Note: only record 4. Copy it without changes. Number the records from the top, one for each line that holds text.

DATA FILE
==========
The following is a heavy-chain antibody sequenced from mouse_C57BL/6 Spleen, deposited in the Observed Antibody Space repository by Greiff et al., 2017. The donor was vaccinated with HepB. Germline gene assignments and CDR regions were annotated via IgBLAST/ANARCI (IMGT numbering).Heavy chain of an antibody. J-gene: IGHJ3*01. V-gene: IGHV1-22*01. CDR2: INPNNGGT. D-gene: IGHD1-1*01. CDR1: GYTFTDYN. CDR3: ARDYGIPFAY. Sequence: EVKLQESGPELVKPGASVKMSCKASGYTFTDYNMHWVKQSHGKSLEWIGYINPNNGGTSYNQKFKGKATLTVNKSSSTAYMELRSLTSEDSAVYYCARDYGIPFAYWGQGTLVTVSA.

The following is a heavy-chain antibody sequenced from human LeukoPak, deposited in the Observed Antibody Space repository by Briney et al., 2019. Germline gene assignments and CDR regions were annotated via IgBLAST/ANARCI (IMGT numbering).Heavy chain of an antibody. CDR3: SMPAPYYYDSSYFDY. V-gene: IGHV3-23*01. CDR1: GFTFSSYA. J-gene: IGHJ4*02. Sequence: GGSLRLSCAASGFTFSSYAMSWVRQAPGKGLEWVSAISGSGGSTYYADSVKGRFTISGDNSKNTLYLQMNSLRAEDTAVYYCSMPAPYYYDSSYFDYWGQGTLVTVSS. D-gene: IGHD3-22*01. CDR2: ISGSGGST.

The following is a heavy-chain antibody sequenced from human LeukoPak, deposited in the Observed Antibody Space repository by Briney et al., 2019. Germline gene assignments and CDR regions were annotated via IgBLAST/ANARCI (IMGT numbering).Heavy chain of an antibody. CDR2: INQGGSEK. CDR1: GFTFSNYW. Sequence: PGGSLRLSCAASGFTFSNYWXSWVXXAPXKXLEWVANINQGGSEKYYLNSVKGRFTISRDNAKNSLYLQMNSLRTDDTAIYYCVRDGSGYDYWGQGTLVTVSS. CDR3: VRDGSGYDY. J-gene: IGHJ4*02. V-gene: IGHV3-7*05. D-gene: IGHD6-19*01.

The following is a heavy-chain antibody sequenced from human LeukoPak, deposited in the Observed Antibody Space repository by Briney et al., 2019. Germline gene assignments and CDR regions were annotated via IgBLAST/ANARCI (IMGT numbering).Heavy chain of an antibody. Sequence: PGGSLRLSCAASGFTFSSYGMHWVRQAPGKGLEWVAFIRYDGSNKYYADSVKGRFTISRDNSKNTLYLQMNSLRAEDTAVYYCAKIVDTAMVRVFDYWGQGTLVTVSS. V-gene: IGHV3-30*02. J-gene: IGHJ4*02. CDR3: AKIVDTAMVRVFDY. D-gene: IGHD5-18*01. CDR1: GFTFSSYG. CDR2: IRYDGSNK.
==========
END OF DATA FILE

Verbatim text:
The following is a heavy-chain antibody sequenced from human LeukoPak, deposited in the Observed Antibody Space repository by Briney et al., 2019. Germline gene assignments and CDR regions were annotated via IgBLAST/ANARCI (IMGT numbering).Heavy chain of an antibody. Sequence: PGGSLRLSCAASGFTFSSYGMHWVRQAPGKGLEWVAFIRYDGSNKYYADSVKGRFTISRDNSKNTLYLQMNSLRAEDTAVYYCAKIVDTAMVRVFDYWGQGTLVTVSS. V-gene: IGHV3-30*02. J-gene: IGHJ4*02. CDR3: AKIVDTAMVRVFDY. D-gene: IGHD5-18*01. CDR1: GFTFSSYG. CDR2: IRYDGSNK.